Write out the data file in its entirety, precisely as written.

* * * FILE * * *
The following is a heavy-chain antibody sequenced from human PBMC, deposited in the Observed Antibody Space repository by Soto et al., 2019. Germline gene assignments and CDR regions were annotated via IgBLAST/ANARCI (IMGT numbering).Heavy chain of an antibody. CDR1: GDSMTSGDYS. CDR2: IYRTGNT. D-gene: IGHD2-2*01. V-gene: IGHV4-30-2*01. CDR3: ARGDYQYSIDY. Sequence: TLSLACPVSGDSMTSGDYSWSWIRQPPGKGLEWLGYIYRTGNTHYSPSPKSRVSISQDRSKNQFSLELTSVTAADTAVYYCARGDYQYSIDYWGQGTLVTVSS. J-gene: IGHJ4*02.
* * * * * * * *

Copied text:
The following is a heavy-chain antibody sequenced from human PBMC, deposited in the Observed Antibody Space repository by Soto et al., 2019. Germline gene assignments and CDR regions were annotated via IgBLAST/ANARCI (IMGT numbering).Heavy chain of an antibody. CDR1: GDSMTSGDYS. CDR2: IYRTGNT. D-gene: IGHD2-2*01. V-gene: IGHV4-30-2*01. CDR3: ARGDYQYSIDY. Sequence: TLSLACPVSGDSMTSGDYSWSWIRQPPGKGLEWLGYIYRTGNTHYSPSPKSRVSISQDRSKNQFSLELTSVTAADTAVYYCARGDYQYSIDYWGQGTLVTVSS. J-gene: IGHJ4*02.